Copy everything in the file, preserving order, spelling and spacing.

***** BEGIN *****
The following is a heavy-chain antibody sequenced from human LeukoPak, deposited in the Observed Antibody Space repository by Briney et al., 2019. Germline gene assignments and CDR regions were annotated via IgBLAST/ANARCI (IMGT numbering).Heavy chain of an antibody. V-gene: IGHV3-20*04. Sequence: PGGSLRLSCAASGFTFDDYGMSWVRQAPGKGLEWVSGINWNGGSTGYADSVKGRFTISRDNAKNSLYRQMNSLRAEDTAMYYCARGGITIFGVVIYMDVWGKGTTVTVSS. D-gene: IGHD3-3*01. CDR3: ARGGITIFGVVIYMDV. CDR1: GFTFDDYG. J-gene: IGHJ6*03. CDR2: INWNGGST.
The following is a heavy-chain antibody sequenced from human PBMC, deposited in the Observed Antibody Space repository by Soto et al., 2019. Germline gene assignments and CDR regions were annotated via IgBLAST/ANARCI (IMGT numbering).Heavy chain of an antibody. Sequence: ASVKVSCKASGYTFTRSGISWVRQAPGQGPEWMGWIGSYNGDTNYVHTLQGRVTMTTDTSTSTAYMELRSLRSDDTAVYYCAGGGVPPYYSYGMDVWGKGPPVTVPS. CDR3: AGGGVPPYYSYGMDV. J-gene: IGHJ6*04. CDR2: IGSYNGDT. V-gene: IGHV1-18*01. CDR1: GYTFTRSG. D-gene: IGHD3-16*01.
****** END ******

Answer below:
The following is a heavy-chain antibody sequenced from human LeukoPak, deposited in the Observed Antibody Space repository by Briney et al., 2019. Germline gene assignments and CDR regions were annotated via IgBLAST/ANARCI (IMGT numbering).Heavy chain of an antibody. V-gene: IGHV3-20*04. Sequence: PGGSLRLSCAASGFTFDDYGMSWVRQAPGKGLEWVSGINWNGGSTGYADSVKGRFTISRDNAKNSLYRQMNSLRAEDTAMYYCARGGITIFGVVIYMDVWGKGTTVTVSS. D-gene: IGHD3-3*01. CDR3: ARGGITIFGVVIYMDV. CDR1: GFTFDDYG. J-gene: IGHJ6*03. CDR2: INWNGGST.
The following is a heavy-chain antibody sequenced from human PBMC, deposited in the Observed Antibody Space repository by Soto et al., 2019. Germline gene assignments and CDR regions were annotated via IgBLAST/ANARCI (IMGT numbering).Heavy chain of an antibody. Sequence: ASVKVSCKASGYTFTRSGISWVRQAPGQGPEWMGWIGSYNGDTNYVHTLQGRVTMTTDTSTSTAYMELRSLRSDDTAVYYCAGGGVPPYYSYGMDVWGKGPPVTVPS. CDR3: AGGGVPPYYSYGMDV. J-gene: IGHJ6*04. CDR2: IGSYNGDT. V-gene: IGHV1-18*01. CDR1: GYTFTRSG. D-gene: IGHD3-16*01.